Furthermore, he was prepared for hematopoietic cell transplantation with matched related sibling donor (his brother) and conditioned with Flu, Cy, ATG and GVHD prophylaxis cyclosporin and methotrexate. Although the patient was booked for fresh bone marrow stem cell transplant, we cryopreserved peripheral blood stem cell (PBSC) prior to the chemotherapy conditioning following EBMT recommend-dations for all patients during the COVID-19 pandemic [7].

On day -1 the patient developed severe acute abdominal pain on the right iliac fossa associated with constipation and vomiting, x-ray abdomen and ultrasound abdomen showed no abnormalities ,but abdominal pain persisted, so he was evaluated by the surgeon and wanted to rule out appendicitis by CT abdomen with contrast, that showed later the appendix with retrocaecal position presented as tubular dilated blind end structure measuring about 8 mm in calibre fluid filled showing unilateral mural thickness reaching 3 mm with mucosal hyperenhancement associated with minimal pelvic fluid collection surrounding fat stranding and few mildly enlarged sub mesenteric regional lymph nodes, this is suggestive of acute appendicitis, the ascending colon and ileocecal junction and to a lesser extent the ascending colon showed diffuse mural thickening with fat halo sign likely indicating neutropenic colitis, his complete blood count WBC 0.01X109/L, Haemoglobin (HB) 75 g/L platelets 8X109/L.

After diagnosing the patient clinically and radiologically with acute appendicitis and neutropenic colitis he was kept nil per oral, on IV metronidazole IV 7.5 mg/kg /TDS and Amikacin IV 15 mg/kg/d and piperacillin tazobactam IV 4.5 g/QDS, then he was prepared for the surgical procedure as he was anaemic and thrombocytopenic. Here the decision of stem cell transplant was taken to be done prior to the surgical procedure, so the patient had PBSC transplantation with CD34 cell dose 4.4 × 106 /KG, viability 85%. The SCT started after pre-medications (steroids, paracetamol, antihistamine) given to the patient with the vitals were stable throughout with no immediate complications. The parents were consented with high-risk consent for an urgent laparoscopic appendectomy that was performed 2 hours after the HCT. The patient was continued on antibiotics for 7-10 days post- laparoscopic appendectomy surgery, and pain was controlled with opioids and paracetamol, we noticed hypokalaemia that was corrected with potassium supplements. The histopathology of the appendix resected revealed acute suppurative appendicitis (Figure 1).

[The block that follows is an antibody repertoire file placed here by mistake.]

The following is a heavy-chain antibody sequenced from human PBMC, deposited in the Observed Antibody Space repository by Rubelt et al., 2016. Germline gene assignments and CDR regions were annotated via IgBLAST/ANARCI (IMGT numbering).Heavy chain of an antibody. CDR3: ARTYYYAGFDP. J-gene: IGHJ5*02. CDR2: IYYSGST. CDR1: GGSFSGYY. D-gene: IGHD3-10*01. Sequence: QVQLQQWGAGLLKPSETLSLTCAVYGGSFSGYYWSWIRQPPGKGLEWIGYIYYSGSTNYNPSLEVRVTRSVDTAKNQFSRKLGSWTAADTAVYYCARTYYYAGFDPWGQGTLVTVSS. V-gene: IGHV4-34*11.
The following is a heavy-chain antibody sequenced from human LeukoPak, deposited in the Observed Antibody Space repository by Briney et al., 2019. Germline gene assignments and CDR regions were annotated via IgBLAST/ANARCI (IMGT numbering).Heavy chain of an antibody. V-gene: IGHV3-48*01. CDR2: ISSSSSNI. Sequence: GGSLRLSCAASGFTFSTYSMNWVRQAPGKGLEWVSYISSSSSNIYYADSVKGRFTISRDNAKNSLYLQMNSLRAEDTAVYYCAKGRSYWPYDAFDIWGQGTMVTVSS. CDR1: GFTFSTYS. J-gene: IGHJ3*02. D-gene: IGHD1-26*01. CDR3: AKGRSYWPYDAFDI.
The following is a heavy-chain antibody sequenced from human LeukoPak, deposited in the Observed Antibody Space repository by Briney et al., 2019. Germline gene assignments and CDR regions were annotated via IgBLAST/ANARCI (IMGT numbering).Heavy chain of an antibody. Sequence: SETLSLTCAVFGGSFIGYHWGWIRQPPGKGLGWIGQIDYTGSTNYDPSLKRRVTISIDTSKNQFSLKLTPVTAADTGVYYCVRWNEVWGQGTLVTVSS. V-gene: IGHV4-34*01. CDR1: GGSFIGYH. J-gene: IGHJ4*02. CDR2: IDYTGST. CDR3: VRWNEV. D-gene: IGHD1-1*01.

The patient was cared for post HCT. and post-surgical procedure, so the oral fluids were resumed within 2-3 days with good tolerance. Regarding the HCT care: he engrafted platelets on day 12 and neutrophils within day 16. We noticed the patient had anxiety attacks and aggressive behaviour that required psychiatric management, he was started temporarily on anxiolytics for 2 weeks. The patient remained in the hospital for management and close monitoring. Then was discharged home on day +26 post SCT, day+26 Post endoscopic appendectomy, follow up is scheduled twice a week. Day + 28 Chimerism: 94.4% donor cells. The patient continued on regular follow up, and occasionally requiring hydration at the day care, the follow up was every 4 weeks in the clinic. with good outcome of his Chimerism day +90 and +360 is 93, 4%, 97.9% respectively.

Immunoreconstitution was within 5 months of transplant CD 4 absolute count 335 cells/ ul. There was iron overload, serum ferritin (1884 ng/ml) venesection was started for him, last serum ferritin 584 ng/ml, last CBC: WBC 7.4 × 109/L neutrophil 3.7 × 109/L, HB 139 g/L platelets 223 × 109/L. Patient is off immunosuppression medication after 1 year of transplant and the chimerism is stable all through.


Figure 1: features the removed appendix from the patient’s abdomen.

Complete Blood Count


0.01 × 109

Hemoglobin concentration

75 g/L

Platelet count

8 × 109

Absolute Neutrophil Count


Liver Function Tests


15.4 umol/L


9.1 U/L


9 U/L

Renal Function Tests

Sodium (Na)

139 mmol/L

Potassium (K)

3.92 mmol/L

Urea (U)